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Subject: Re: [boost] [mpl] multiset
From: Bruno Dutra (brunocodutra_at_[hidden])
Date: 2015-02-20 12:38:28

>>> I'm just wondering whether the lack of development of MPL in the past
>>> years
>>> is just incidental, as developers moved on to new frontiers, or if
>>> indeed
>>> if reflects a consensus that MPL is obsolete nowadays, which I find hard
>>> to
>>> believe.
>> I believe it reflects the fact that the two developers mostly
>> responsible for creating MPL are not very active in Boost anymore.
> The mpl library provides functionality which is no where else available
> and which many boost libraries depend on.
> I believe that the fact is that no one is responsible for it anymore.
> [...]
> My concern about hana is that it
> seems to have evolved way beyond what MPL does and so wouldn't
> serve as a "drop-in" improvement. I don't know about Eric's effort
> but I believe he's said he can't bring to the level of a boost library
> and no one has expressed any interest.

That's exactly the point I was trying to make. Hana is awesome, but it
doesn't fit as a replacement for MPL, simply because it was meant for
a different purpose. I see no reason why they shouldn't live side by
side, each filling its specific niche.

> The right way would be to:
> define MPL2 - a C++11+ version of mpl. Re-implement MPL in terms
> of C++11. This could skip any part of mpl already in the standard.
> Presumably it would be a much smaller effort than the original, but it
> would still be a very large effort. Remember that MPL is the result of
> efforts of two of the best C++ programmers anywhere. It would be
> hard to meet that standard. Of course anyone is willing to try, feel free.
> One thing that might be useful would be to set an explicit policy like
> "MPL is only guaranteed to works with:
> MSVC 8.0 and above
> GCC ?? and above
> etc.

That is certainly an audacious idea, but I don't see a better way of
seriously revamping MPL either. I think that was precisely the
original intention of Louis Dionne's MPL11, which ended up deviating
its course and dropping backward API compatibility. Quoting from MPL11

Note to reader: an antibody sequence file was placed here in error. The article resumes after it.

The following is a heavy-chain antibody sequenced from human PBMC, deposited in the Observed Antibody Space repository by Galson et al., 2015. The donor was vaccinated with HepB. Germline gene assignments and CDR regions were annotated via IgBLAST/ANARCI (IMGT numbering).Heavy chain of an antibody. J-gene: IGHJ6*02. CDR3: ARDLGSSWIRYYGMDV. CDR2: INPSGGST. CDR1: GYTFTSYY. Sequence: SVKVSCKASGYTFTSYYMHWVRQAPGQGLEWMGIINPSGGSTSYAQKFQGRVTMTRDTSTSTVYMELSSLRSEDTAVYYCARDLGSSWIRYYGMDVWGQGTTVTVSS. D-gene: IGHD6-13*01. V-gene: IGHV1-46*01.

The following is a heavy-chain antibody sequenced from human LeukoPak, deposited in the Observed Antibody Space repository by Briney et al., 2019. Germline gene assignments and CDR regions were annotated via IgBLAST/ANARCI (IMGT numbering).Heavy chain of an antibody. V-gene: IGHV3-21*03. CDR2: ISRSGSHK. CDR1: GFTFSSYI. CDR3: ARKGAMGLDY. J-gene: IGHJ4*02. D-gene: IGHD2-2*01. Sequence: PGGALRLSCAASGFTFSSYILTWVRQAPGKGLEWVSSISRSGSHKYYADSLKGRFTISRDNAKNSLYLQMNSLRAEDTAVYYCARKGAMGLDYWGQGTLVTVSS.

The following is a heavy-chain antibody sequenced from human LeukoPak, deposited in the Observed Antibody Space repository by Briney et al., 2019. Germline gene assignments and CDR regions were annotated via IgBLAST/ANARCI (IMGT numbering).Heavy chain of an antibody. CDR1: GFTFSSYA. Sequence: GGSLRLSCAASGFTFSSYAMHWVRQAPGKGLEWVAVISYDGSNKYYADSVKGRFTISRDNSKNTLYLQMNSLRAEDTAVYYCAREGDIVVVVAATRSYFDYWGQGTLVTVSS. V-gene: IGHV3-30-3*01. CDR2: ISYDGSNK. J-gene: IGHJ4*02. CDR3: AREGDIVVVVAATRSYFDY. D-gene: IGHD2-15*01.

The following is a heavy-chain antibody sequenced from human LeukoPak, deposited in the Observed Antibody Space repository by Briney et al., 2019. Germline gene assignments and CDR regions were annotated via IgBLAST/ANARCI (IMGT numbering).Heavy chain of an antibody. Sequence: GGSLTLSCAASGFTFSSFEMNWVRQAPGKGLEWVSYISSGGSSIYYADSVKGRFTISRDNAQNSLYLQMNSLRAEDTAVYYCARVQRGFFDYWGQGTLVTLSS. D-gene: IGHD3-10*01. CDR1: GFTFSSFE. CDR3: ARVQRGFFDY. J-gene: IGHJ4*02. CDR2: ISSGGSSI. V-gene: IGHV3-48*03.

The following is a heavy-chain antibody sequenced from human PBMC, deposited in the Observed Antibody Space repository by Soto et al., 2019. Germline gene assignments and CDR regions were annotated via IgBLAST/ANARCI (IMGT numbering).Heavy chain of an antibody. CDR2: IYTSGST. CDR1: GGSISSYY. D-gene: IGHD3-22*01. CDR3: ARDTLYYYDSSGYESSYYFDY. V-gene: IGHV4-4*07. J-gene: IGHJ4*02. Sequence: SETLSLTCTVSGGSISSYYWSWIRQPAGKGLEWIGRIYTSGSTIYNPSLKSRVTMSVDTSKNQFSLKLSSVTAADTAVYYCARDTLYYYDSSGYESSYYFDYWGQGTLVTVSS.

github page:

"This was initially supposed to be a simple C++11 reimplementation of
the Boost.MPL. However, for reasons documented in the rationales, the
library was redesigned and the name does not fit so well anymore."

Perhaps it would be easier to just start off MPL11 and reintroduce
backward compatibility than to start anew.
I wouldn't go so bold as to assert I'm up to the task, but I take it
as a great opportunity for learning and amusing myself, so I'll look
into it at the slow pace my busy life allows me.

That said, I'm with Edward Diener in believing there's lots of room
for improvement in the library as it is and that one should not be
afraid of pushing it forward bit by bit. I understand the concerns
regarding breaking compatibility for older setups, but aren't there
volunteers who run test suites daily, precisely to assure everything
is working as expected across the various setups? One thing that I
noticed though, is that MPL test suite right now does not cover
anywhere near even the documented API, let alone corner cases which
should definitely be tested (running algorithms on empty sequences
comes to mind). A bugfix on which I'm working right now, for instance,
would have been caught a decade ago, had tests been written to cover
the fact, which is explicitly written in the documentation, that
insert_range should work for "Extensible Associative Sequences". As
soon as I get this bug fixed (which is taking way longer than it
should, I must admit), I'll work on expanding current test cases based
on the documentation and file a pull request for that. I just count on
you boost maintainers to help me out by reviewing and accepting my
pull requests as appropriate :)

*Bruno C. O. Dutra*

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